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Sluggish monopolies keeping rail networks on wrong track

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A report commissioned by the Department of Transport found that annual investment in the railways was €291m and that the situation was "not financially sustainable" given the low passenger numbers on some routes

A report commissioned by the Department of Transport found that annual investment in the railways was €291m and that the situation was "not financially sustainable" given the low passenger numbers on some routes

PA

A report commissioned by the Department of Transport found that annual investment in the railways was €291m and that the situation was "not financially sustainable" given the low passenger numbers on some routes

The future of Irish railways depends on realistically considering the investment in a sector which has lost vast numbers of passengers and freight over the past two decades.

A report commissioned by the Department of Transport, 'A Strategic Framework for Investment in Land Transport' found that annual investment in the railways was €291m and that the situation was "not financially sustainable" given the low passenger numbers on some routes.

Passenger numbers peaked at 45.5 million in 2007. One passenger in five has been lost in the decline to 37.6 million in 2014. There were 526 million freight tonne kilometres of traffic in 1999 and 91 million in 2012. Empty freight yards adjoin rail stations from Tralee to Dundalk.

The railway strike last summer confirmed that freight and large events such as All-Ireland semi-finals can operate successfully without the railways. In the recent past, mainline rail passengers peaked at 11.3 million in 2004 and declined to 10.4 million in 2012. This is a little over one return trip per year per head of population in the State.

Mainline rail's single-digit rate of decline contrasts with Dublin suburban rail's decline of 29pc, from a peak of 13.9 million in 2007 to 9.9 million in 2012. The Dart decreased from 20.2 million passengers in 2007 to 15.7 million in 2012.

In each of the three rail passenger markets, the problems facing the railways are stark. All sections of the railway face competition from either Bus Eireann or independent bus companies. The most mature competitive bus route is between Dublin and Galway, with three operators, high frequency, 24-hour operation, faster journey times, significantly lower fares, zero subsidy required, and higher vehicle standards. Passengers on the rapidly growing services of Wexford Bus, JJ Kavanagh, Aircoach, Dublin Coach and Matthews are typically younger than those on railways. The old Department of Transport had a culture of a downtown office of CIE and deterred new market entrants in the bus sector. The appetite for this anti-competitive behaviour has dimmed following the verdict of the Swords Express case, the writings of economists and the stunning success of Ryanair.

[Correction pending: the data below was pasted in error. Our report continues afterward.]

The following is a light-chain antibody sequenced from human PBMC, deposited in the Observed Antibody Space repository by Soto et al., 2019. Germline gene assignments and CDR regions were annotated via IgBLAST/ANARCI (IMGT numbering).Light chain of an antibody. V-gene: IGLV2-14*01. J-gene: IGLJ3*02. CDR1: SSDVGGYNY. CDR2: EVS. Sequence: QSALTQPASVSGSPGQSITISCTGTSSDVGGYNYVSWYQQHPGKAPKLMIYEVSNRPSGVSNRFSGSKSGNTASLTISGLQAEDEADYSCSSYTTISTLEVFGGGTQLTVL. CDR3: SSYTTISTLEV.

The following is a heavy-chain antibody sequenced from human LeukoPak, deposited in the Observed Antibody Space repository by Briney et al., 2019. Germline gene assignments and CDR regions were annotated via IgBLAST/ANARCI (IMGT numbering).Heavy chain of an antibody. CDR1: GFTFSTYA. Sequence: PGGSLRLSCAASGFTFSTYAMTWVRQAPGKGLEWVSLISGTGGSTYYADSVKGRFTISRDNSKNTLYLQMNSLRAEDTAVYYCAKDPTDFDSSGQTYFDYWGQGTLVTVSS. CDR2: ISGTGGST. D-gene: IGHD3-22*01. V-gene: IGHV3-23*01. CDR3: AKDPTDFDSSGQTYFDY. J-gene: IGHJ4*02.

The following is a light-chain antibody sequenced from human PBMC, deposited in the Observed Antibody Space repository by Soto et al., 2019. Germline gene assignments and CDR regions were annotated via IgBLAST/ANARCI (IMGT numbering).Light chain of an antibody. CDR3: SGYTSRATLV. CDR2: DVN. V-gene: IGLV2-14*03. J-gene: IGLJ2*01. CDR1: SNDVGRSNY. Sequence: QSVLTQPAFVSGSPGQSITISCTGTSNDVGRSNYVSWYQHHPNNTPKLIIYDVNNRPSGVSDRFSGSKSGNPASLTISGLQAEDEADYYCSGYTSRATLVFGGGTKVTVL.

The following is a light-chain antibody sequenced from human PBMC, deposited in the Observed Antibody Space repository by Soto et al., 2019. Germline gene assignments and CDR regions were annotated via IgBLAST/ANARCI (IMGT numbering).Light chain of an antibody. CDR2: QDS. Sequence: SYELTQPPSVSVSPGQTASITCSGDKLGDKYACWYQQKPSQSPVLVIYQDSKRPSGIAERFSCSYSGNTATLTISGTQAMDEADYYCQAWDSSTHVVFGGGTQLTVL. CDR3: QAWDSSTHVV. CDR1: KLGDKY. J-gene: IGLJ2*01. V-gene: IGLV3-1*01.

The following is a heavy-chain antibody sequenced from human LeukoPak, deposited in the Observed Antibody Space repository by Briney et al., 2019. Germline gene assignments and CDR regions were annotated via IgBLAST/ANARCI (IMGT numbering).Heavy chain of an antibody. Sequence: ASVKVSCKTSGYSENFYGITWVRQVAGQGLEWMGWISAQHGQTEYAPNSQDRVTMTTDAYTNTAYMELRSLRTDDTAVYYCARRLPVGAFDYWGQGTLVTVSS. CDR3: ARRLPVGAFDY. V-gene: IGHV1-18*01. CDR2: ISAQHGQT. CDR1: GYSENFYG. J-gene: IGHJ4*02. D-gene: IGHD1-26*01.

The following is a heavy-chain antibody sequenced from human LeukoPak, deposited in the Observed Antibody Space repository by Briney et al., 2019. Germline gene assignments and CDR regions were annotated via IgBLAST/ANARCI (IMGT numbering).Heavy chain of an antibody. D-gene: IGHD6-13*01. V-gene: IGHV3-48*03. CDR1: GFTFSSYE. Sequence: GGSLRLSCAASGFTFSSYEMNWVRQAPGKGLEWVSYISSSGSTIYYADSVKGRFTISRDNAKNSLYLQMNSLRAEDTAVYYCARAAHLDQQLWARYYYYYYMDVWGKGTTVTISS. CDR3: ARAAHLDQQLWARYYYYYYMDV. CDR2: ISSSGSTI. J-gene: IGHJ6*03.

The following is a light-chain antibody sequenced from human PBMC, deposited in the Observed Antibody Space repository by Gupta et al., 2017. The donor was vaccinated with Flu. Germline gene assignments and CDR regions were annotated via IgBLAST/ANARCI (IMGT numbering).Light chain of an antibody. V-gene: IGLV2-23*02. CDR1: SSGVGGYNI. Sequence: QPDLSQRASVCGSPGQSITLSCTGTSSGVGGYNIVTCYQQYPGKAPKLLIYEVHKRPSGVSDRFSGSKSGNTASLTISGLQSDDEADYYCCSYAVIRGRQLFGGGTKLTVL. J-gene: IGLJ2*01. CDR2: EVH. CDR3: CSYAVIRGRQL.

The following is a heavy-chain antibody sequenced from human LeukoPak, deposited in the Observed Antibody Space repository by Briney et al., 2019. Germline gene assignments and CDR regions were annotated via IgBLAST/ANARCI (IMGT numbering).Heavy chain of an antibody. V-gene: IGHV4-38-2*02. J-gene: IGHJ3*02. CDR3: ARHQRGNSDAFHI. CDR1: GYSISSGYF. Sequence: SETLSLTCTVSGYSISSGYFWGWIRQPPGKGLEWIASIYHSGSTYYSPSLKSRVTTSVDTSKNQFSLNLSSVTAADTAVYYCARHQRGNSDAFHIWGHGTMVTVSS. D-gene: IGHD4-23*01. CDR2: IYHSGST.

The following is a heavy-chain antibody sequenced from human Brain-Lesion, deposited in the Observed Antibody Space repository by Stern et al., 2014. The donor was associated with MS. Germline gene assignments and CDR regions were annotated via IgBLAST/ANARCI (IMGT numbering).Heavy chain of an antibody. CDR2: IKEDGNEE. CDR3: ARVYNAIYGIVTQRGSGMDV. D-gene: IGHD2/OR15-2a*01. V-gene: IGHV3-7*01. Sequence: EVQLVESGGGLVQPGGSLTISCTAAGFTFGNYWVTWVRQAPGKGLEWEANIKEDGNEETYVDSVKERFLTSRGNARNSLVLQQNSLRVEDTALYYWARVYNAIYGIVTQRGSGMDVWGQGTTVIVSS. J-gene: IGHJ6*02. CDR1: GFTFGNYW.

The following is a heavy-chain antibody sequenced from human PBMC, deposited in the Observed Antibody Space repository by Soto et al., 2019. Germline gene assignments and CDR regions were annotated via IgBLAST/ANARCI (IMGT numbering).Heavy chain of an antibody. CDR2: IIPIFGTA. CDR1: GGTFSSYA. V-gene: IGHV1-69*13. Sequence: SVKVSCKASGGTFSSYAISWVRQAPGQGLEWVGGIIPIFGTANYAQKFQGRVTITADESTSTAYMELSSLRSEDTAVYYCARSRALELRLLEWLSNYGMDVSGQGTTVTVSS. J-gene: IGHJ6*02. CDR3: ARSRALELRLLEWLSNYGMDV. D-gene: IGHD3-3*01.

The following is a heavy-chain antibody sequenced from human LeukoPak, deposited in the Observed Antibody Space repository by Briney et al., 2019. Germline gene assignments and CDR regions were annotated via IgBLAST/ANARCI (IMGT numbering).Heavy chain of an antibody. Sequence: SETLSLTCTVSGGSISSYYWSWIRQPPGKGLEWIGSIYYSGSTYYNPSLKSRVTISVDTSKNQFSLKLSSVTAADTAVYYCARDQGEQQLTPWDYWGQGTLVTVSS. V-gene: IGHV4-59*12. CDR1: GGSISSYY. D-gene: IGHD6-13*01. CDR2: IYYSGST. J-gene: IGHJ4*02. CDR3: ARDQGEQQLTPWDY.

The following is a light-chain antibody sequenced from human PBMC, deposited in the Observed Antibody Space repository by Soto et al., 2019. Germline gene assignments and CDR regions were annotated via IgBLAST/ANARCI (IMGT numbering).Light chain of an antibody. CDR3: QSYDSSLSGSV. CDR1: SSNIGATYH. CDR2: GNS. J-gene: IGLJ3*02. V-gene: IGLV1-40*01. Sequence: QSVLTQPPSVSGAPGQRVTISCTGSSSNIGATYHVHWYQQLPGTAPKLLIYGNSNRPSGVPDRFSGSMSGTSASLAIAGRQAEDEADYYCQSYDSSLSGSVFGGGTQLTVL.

In the Dublin region, the ability of the Dart to attract extra passengers is restricted by high property prices and the decline in population in the areas served, with a high proportion of empty nest houses. In the outer suburban service areas, there is now direct service from many points to Dublin Airport rather than taking a train to the city centre. The collapse of the Malahide viaduct diverted many former rail passengers to express bus services on the M1 road.

As railways have lost commercial revenues from both passengers and freight, the Departments of Finance and Transport have chipped in with significant subsidies. The National Transport Authority subsidies report shows €2.02bn of subsidies to Irish Rail between 2001 and 2012. The Irish Rail annual report for 2013 shows capital and operating subsidies to the railways in that year costing over €258m.

We lack in the public sector the economic expertise to analyse whether this annual cost of over a quarter of a billion euro has a benefit-cost ratio to justify that expenditure. The Wright Report was strongly critical of the low proportion of economists (7pc) in senior posts in the Department of Finance during the banking crisis. The Department of Transport has even greater skill deficits. A major flaw in the present Government has been its failure to reform the 'permanent government' and in particular to raise its level of expertise in economics across all departments.

Advocacy and public relations prevail over economic appraisals. Policies, agencies and spending programmes should be openly accountable before public money is spent. Because of our allergy to independent project appraisal, Ireland bankrupted itself to prove that robbing Peter to pay Paul usually gains the support of Paul, his PR department, his tax lawyer and his accountant. So what! The correct criterion is whether the benefits to society as a whole exceed the costs to society as a whole.

In the railway sector, passengers and freight have been going elsewhere. Undaunted railway engineers promote new projects, often counting costs as benefits and treating capital as free. Nostalgic for the days of Santa's toy train sets in their childhood, they would happily double the national debt to fund projects from undergrounds to high-speed trains.

As the current edition of 'The Economist' warns us, "while high-speed rail remains in the grip of sluggish monopolies, its chances of becoming a successful competitive business look poor".

Sean Barrett is an economist and Senator

Irish Independent